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2020 Kia Telluride Preview

Chiseled looksStandard safety gearLots of tech availableDecent towing abilityDISLIKES
Do we need another three-row crossover SUV?Might be down on powerStiff competitionThe 2020 Kia Telluride looks good, but it may need more than that to lure buyers from more established three-row crossover SUVs.
With the 2020 Telluride, Kia dealers now have a full-size, three-row crossover SUV capable of hauling a family of eight while tugging a 5,000-pound trailer.



Mutual Benefit - Thunder Follows the Light Music Album Reviews

Jordan Lee’s latest record aims to make his beatific melodies and rich orchestrations match the gravity of his subject matter.

Climate change can feel like an ambient crisis—slowly, sea levels rise, at first in micrometers and then in centimeters, and then in feet. Incrementally, summers feel hotter, and storms seem to rear their heads more often and more violently. It is this combination of inevitability and deferred disaster that makes climate change an alluring inspiration for artists: Ryuichi Sakamoto salvaged a waterlogged piano from the 2011 Great Tōhoku Earthquake to manifest the warped sounds of environmental catastrophe. ANOHNI used her 2015 single “Four Degrees” to paint a terrifying view of the future, one where dogs cry for water and fish die en masse. On Thunder Follows the Light, the latest album from Jordan Lee as Mutual Benefit, the climate crisis is a call to self-reflection. The album assumes that we’re all heading towards an apocalypse—political, environmental, or both—so we might as well be kind to one another while we’re all still here.

Interiority is nothing new for Lee. His debut LP as Mutual Benefit, 2013’s Love’s Crushing Diamond, was a striking collection of contemplative chamber folk, filled with careful musings on the transcendent quality of love. His follow-up, 2016’s Skip a Sinking Stone, plotted Lee more firmly in the folk-rock tradition of vagabond anthems and tunes about heartbreak. But behind the gentle, sloping guitars and rich orchestration, Lee quietly slipped more radical political views into his writing: the hopelessness of an impoverished mining town, the brutality of state violence—broad discontentments refracted through the prism of Lee’s personal experience.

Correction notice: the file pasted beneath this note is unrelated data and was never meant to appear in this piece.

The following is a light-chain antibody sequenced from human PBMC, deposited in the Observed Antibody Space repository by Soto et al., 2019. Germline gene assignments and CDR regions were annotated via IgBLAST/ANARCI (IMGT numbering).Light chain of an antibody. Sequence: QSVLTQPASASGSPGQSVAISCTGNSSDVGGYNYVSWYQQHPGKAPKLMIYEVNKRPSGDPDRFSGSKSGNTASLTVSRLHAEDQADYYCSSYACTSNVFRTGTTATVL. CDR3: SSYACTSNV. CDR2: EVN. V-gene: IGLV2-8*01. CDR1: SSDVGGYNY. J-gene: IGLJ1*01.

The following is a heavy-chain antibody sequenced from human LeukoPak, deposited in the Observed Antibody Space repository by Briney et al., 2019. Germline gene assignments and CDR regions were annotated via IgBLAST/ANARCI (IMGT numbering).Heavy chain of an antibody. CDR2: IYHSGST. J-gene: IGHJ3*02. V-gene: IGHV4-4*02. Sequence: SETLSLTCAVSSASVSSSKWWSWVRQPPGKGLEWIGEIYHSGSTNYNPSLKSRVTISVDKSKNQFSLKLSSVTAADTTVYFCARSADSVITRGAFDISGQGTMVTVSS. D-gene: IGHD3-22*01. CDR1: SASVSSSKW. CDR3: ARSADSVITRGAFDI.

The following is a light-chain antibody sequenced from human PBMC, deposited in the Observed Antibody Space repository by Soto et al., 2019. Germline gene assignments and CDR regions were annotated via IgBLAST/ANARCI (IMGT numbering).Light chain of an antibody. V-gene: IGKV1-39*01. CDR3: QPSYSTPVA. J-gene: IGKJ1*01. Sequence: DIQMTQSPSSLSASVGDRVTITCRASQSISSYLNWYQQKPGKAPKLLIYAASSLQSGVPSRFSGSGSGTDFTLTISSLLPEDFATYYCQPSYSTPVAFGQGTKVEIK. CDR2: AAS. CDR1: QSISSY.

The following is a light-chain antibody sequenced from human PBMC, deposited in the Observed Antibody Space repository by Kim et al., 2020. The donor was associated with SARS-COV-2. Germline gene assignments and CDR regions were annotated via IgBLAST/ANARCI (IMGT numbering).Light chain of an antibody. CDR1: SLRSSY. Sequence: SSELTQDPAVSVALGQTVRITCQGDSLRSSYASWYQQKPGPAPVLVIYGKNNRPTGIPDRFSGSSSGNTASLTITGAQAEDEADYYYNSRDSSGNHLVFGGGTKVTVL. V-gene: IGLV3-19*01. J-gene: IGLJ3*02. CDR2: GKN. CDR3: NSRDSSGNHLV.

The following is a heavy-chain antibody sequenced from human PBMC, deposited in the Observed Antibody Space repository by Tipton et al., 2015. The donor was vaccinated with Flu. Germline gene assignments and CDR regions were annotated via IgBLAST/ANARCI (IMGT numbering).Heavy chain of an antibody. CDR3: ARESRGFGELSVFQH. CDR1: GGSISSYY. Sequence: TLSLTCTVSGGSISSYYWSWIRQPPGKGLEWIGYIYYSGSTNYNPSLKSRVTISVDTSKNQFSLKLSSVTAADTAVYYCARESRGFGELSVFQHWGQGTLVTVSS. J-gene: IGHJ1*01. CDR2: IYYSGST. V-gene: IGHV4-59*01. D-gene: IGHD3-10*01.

With Thunder Follows the Light, Lee directs his focus towards more theoretical injustices, studying the works of science fiction author Octavia Butler and activist Naomi Klein to imagine a world without polar ice caps. Leading up to the new record, Lee spoke of “massive societal strain on both people and the environment” and a metaphorical “lightning before some thunderous change.” But writing from within can only go so far when the subjects at hand are, quite literally, matters of life or death. And rather than rise to the challenge, Lee seems content to sing broad platitudes. Despite his best intentions to reflect a necessary sea change in the way we treat our terrestrial home, the resulting ten tracks put forth distinctly quotidian coping mechanisms for waiting out the “thunder.”

Throughout the album, Lee carefully avoids any political stance; for Lee, there is no hardship that cannot be overcome with intimacy and affection. On album opener “Written in Lightning,” he embeds himself into the farmer’s market crowd, asking, “If love is an armor, then can we love stronger?” On “Storm Cellar Heart,” Lee romanticizes taking shelter from a storm with a lover by his side: “When you hold me, it’s so much better; it’s enough to drown out the thunder.” This doe-eyed optimism is easily digestible, and that is perhaps the biggest issue: the realities Lee purports to write about are not easy.

Though the lyrical themes may lack potency, Thunder Follows the Light highlights Lee’s knack for composing beautiful melodies. It is densely packed with bespoke orchestration, filled with glittering piano and mellow horns. Lee’s voice, as always, is lilting and gentle, so hypnotically rhythmic that it often recalls children’s lullabies. On “No Dominion,” he strikes an agreeable balance of muted, contemplative piano and somber, religious lyrics: the title is a reference to a poem by Dylan Thomas, which in turn references St. Paul’s epistle to the Romans. The sentiment is heavy, arguing for the perseverance of an ineffable soul after our earthly bodies no longer occupy this earth. For a brief moment, as he sings about reciting Thomas’s morbid poem, his voice drops and flattens. It is a welcome reflection of the sobering topics at hand, and proof that Lee can write an affecting and serious ballad.

But too often, the preciousness of the album’s instrumentation seems cloying in the face of such weighty subjects. Meditations on historical ignorance like “New History” are mismatched with the cheery vocal harmonies that deliver them. A solemn commentary on rising sea levels, “Waves Breaking,” is sadly drowned out by the song’s overcrowded arrangement and muddled metaphors. For Lee, romantic and even fantastical idealism has long been a means to parse his inner demons. But when those demons become too large for charming poetics, beatific melodies and jangling orchestral compositions fail to rise to the occasion.

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